Every church has, at some time or another, complained about a lack of volunteers. Excuses are given as to why volunteers aren't showing up and a mad scramble usually ensues to figure out how to get the work of the church done. But most of the conceptions that we have about volunteers are misconceptions. Some of the reasons our churches give for not making great strides in recruiting volunteers are not good reasons … they're myths. Here are the seven most common myths about volunteers.

Myth #1

There aren't enough volunteers to go around.
Almost everywhere I turn when I meet with pastors and leaders, they're bemoaning the fact that they don't have enough volunteers for their ministries. But there's always a reason why they're not serving. I don't know what it is in your church. We know some of the reasons in our church.

But here's an idea to consider: Why don't you identify those people and ask them to come to a pizza party at the pastor's home? Say, "Hey, we've asked you to come tonight to pose a question. We're trying to raise the value of volunteerism in our church and we know you attend, but we're not sure that you serve anywhere. Why don't you serve?" You're going to hear some very interesting things. Some will say: "You know, I served for a while, and then no one called me to serve again so I thought you didn't need me;" "I served for a while, but the ministry team leader was not a good guy, so I stopped serving and no one's called me since;" "I served for a while because I was told that I was needed, I got there, and I really wasn't needed, so I stopped serving."

There are going to be lots of reasons. We can moan, sob, and groan about a lack of volunteers in our churches. It's just a myth. There are a lot of people who are potential servants in your church. You have to identify why they're not serving, get on the solution side, and invite them back into serving.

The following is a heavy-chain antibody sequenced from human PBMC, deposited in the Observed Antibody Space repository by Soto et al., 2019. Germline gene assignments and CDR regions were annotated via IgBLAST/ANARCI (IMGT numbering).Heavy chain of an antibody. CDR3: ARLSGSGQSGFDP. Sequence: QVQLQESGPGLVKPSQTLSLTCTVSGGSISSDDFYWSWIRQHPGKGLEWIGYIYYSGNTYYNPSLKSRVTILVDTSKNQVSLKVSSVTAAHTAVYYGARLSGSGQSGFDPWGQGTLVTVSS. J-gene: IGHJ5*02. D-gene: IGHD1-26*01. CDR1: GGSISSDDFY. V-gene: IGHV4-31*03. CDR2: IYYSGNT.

There are 500,000 non-churched people within a 30-minute drive of our campus at Willow Creek. If we're not making significant progress in drafting the people who already attend our church, who aren't willing to serve, then I've got to think beyond that and say, "Well, there are 500,000 other people out there. They all represent becoming potential volunteers. Obviously, there are a few challenges along the way to drafting them. But the people are there. We have to meet them, lead them to Christ, disciple them, convince them they have a spiritual gift, and invite them! If you're a leader in a local church, part of what you need to do is lift the vision, set the strategy, and start praying like crazy that you'll start to meet and lead to Christ ever-increasing numbers of people who will eventually become volunteers in your church.

Myth #2

Volunteers are only capable of doing the busy work of the church.
By this I refer to the myth that volunteers are only capable of doing repetitive tasks that the paid staff doesn't really want to mess with. That they're only capable of doing the tasks that are low in strategic import. At Willow, the decision-making positions with the greatest strategic import are often done almost exclusively by volunteers. To think that volunteers can only do busy work isn't true theologically, it doesn't agree with the experiences of the New Testament church, and it certainly doesn't agree with the experiences of our church.

Our elders, for instance, are responsible for the overall spiritual oversight of our church. They hire and fire the senior pastor, they exert church discipline and doctrinal evaluation and they're all volunteers. Our board of directors moves around tens of millions of dollars. They're involved with construction, legal matters, etc. They're all volunteers.

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Encouragement  |  Recruiting  |  Service  |  Volunteers
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